Featured image by Jared Belson (CC-BY-2.0)
Invasive species are one of the main global drivers of biodiversity loss and pose a threat to our natural ecosystems, public health and native wildlife. Florida’s climate and central location as a transportation hub for both goods and tourism makes it a hot spot for invasive species. Raising awareness about invasive species is the first step in fighting this problem.
That’s why grant recipients at the University of Florida Thompson Earth Systems Institute are using ants to educate younger generations about invasive species. This is because ants offer a window into the scale of the invasive species problem — Florida hosts 12 of the worst invasive ant species worldwide. As a bonus, ants are easy to study.
Marina Ascunce, a researcher for the UF Institute of Food and Agricultural Science and her undergraduate students Jenna Allen, Patricia Perez and Sara Zollota, have been conducting research on the impact of invasive ants on native ant communities for about two years. But, they wanted a way to convey their research to the public. To do so, they developed a program targeted at elementary school kids titled, “The ImportANTS of Ants.”
Funded by the TESI, the project aims to improve awareness about the negative impacts of invasive species and create an appreciation for ants and natural ecosystems.
The lesson plan includes both an in-person visit to a biological research station and a set of inquiry-based, hands-on learning activities about ants, social insects and invasive species.
“We chose ants because they are everywhere,” said Allen. “Ants ignite a sense of curiosity in kids.”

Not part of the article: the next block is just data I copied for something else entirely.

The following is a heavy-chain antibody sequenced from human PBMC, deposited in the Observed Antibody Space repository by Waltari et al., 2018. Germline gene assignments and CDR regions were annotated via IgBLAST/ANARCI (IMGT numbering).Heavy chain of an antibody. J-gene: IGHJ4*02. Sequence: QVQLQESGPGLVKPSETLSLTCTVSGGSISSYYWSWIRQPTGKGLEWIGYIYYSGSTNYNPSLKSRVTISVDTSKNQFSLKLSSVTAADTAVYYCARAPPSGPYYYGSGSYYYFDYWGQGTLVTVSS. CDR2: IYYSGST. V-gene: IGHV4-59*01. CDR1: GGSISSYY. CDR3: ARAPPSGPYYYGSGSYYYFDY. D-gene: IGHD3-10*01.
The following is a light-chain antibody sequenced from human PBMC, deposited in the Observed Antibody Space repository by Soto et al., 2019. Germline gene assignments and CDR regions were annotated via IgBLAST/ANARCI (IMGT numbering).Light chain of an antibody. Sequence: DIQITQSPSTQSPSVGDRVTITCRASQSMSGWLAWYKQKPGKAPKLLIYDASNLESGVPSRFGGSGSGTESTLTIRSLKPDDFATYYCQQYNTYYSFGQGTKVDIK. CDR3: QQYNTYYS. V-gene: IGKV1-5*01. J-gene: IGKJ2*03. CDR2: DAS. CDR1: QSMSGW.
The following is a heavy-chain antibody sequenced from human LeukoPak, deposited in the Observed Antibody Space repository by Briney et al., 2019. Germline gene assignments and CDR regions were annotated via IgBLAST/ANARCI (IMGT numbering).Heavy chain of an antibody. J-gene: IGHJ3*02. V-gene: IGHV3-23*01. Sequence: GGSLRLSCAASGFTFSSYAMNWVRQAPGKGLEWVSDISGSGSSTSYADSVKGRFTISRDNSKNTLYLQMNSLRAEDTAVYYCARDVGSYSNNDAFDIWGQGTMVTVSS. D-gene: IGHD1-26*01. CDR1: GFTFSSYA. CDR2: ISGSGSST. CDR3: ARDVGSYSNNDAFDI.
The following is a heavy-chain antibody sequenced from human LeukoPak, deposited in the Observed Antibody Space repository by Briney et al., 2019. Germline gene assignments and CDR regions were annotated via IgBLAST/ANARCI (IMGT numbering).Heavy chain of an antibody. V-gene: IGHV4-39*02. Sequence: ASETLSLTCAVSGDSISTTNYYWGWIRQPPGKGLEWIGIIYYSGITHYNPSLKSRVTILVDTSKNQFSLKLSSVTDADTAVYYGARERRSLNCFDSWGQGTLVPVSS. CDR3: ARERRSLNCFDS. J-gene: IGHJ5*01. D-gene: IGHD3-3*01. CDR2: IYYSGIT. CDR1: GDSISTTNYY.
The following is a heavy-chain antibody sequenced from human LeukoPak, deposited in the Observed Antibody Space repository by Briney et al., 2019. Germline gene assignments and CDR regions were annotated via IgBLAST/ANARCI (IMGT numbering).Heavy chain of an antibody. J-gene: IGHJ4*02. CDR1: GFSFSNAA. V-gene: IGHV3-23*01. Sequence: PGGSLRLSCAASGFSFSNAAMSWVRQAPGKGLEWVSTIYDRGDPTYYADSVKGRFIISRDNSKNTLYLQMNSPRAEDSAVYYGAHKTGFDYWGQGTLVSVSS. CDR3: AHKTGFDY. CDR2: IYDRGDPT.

That’s no surprise. Ants move an estimated 50 tons of soil per year in one square mile, equal to the weight of 25 elephants.
For the pilot program, the team first visited 5th graders at Melrose Elementary School. Melrose, a rural area outside of Gainesville, is situated near the UF Ordway-Swisher Biological Station where the team is conducting research as part of a UF/IFAS initiative called the Interdisciplinary Research on Invasive Species, or IRIS.
The first stop during the ImportANTs of Ants program was a trip to OSBS. During the field trip, kids observed prescribed burn sites and learned how the use of controlled fire can restore natural ecosystems in Florida and can also help control of invasive species.
During the tour of the station, some of the parents tagged along and mentioned that although they lived in Melrose their whole life, this was their first time visiting the Biological Station.
“I was touched by that and ignited in me the will of doing more to bring the public to those beautiful restored ecosystems” Ascunce said. “They were very grateful for the opportunity and were inspired to learn more.”
When the students returned to the classroom, they constructed their own ants out of household materials, learning about the anatomy of an ant and ant colony life. Although discussed during the lesson, but not as part of the intended ant model, some students took their own initiative to include stingers on their ant models. Others added wings to represent female or male ants.